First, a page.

“It is unclear how school-based educational programs, no matter how innovative, could successfully develop and show long-term impact” in a high-churn school, Kerbow concluded.

So basically, if kids are mobile between schools—it doesn’t matter what schools are doing.  All those fancy powerpoints and process maps on reform, aren’t worth the toilet paper they are printed on.  A priority investment needs to be on student stability.

Why kids move?

Sometimes it is fit, the kid at the military school who might be better served at the arts school.   But often its circumstances beyond the student’s control

Again from Edweek,

The most common causes of student mobility are residential moves related to parents’ jobs or other financial instability. A 2010 Government Accountability Office study followed students who entered kindergarten in 1998 through 2007. It found 13 percent of students changed schools four or more times by the end of 8th grade, and highly mobile students were disproportionately more likely to be poor or black than students who changed schools twice or fewer times. The same study found families who did not own their own homes made up 39 percent of the most highly mobile students.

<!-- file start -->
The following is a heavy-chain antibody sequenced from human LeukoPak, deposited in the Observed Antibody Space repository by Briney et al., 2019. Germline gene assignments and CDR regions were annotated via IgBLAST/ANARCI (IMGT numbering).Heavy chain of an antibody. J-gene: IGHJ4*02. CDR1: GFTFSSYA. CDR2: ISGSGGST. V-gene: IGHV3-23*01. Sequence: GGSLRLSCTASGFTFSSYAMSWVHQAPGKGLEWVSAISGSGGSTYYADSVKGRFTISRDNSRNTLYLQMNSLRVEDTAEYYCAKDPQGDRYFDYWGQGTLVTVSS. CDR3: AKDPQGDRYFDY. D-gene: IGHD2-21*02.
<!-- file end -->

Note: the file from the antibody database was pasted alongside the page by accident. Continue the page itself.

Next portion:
Similarly, a 2015 state policy report in Colorado, which tracks student mobility in its districts, found mobility rates in 2014-15 ranged from more than 17 percent for students in poverty to more than a third of migrant and homeless students, and more than half of all students in the foster care system.

So our most vulnerable students are most mobile, and it matters for student learning

Student mobility undercuts learning

Students, particularly high needs students, need stability in school; stable relationships, predictable routines, a sense of knowing kids and adults and being known, and any move can have huge consequences.  Again from Edweek,

Various studies have found student mobility—and particularly multiple moves—associated with a lower school engagement, poorer grades in reading (particularly in math), and a higher risk of dropping out of high school.